The elation that comes before a meal that you know will challenge and expand and stretch and regale your taste buds = exactly what I felt last friday afternoon. On a break from 3 weeks of work and in a mood to burn money on things that float my very own boat, I put together a cheese feast with some coworkers. We picked up 7 varieties, of which I will write about not Taleggio, Morbier, or Saint Nectaire. The biggest pity is that my iPhone with pictures of all these albuminous protein chunks from the Netherlands, France, Spain, and wisconsin was lost to the Salish Sea, so the only fruit for the brain buds will be concise descriptions of what I savoured.
First was the Pave de Jadis, an ash-covered chèvre from the Pays de la Loire. It was weeping moisture in the way only the heat of 5 PM in late july can coax out of a tranche of cheese. It had a slow to come on, rather fuzzy way of conveying citrus, mild dairy, and mellow grasses.
Second was the Garrotxa, a Catalonian aged goat’s cheese. Funky and bleu-chestnut rind colored with fishy tasties in my olfactory part influencing the chalky earth salt taste. A little mold funk made me think that this cheese is confused but in a “share my delirium” sort of engaging way.
Third was the Ballerina, by far the most expensive of our cheeses. It is an aged gouda that has a wonderful dark amber interior and translucent cheese crystals. I am not sure how long the affinage process lasted but I would venture somewhere in between 15-27 months (big range I know). It seemed like a wonderful vessel that someone poured delightful essence of garlic, molasses, salt, and roasted shrooms. The range and developing flavas was just so exciting and I highly recommend this cheese and other friends who like to talk about what they taste for a good time.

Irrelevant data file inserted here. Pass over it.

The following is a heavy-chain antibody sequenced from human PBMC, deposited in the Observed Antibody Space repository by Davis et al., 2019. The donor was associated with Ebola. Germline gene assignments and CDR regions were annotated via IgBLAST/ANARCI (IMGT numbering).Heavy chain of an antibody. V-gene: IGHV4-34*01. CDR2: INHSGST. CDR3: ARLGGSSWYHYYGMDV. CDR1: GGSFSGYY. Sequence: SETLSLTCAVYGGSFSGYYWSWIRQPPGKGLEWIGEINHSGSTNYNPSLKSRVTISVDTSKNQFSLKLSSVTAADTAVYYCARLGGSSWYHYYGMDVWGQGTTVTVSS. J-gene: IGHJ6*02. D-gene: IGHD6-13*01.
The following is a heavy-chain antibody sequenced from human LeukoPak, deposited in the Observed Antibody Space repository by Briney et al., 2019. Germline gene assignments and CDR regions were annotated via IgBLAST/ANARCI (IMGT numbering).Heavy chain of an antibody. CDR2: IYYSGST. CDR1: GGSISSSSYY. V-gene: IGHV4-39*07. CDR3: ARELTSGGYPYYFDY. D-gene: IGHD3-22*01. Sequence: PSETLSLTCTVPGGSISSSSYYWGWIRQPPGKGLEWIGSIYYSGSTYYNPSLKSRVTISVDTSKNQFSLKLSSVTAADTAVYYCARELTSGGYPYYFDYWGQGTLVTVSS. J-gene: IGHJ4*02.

Last was Honeybee, another aged gouda. Somehow the sweetness and citrus of a teriyaki chicken skewer were the very first analogies I could find. This cheese finished with such a fun creamy nut sweetness that would have been both a muted dandelion yellow and earthy violet were they to be colors instead of (or in addition to) tastes.
These cheeses were fun to eat. We spent $70 on cheese (and sancerre) and I can’t think of a more amusing way I have spent my money in months.
Working as a counselor at a french camp in the middle of an ocean may seem like a milieu full of cheese tasting opportunities but I say FALSE and that such opportunities are few and far between. Consequently I have been occupado by entertaining and disciplining children for the last 5 weeks and naht making/writing about/eating cheese except for my glimmery glorious 36-hour vacations. A plus of working at a french summer camp is that half our staff comes from France aka people who will appreciate my efforts of throwing together a cheese pl8 from the slim pickings of the island grocery store. Last last weekend I had the fun pleasure of sneaking cheese back to the island in my backypack and laying out a cheese course for the staff.
First cheese to see the light of day was a variation of Port Townsend Creamery’s Seastack, the equally tangy and imo more curious Trufflestack.
Here we have it all nicely wrapped up, completely unodorous and giving no hints of the velvet storm ahead of us. Voilà deplasticked, all mottily white and bloomy rinded. Even sniffs here only have a mild ammonia and waxy mystery.
I cut into the ver pliable croûte and wedged a morceau of cleanly dry, ivory pâte into my bouche. The tangy and gauzy moist was cousined the entire time with a round, super sympa truffle dynamism. As someone who gets through college by adding white truffle oil to his easy mac on those desperate nights, this truffastack makes my go-to repertoire like so for sure. Bless the land for Port Townsend Creamery and their godsend of a dairy product.
The other cheese on the plate the night was a nice double cream gouda, something buttery and nutty sharp for the other chilluns in the house. By the time we ate it in the evening, it had been sitting out for a couple of hours and had started to sweat and the mellow flavors were out to party.
Watching ratatouille while writing this post = my brain wants to convey the joy of taste and thinks that pixar should open a restaurant. I also apologize for how big these pictures are… I’m not an html expert haha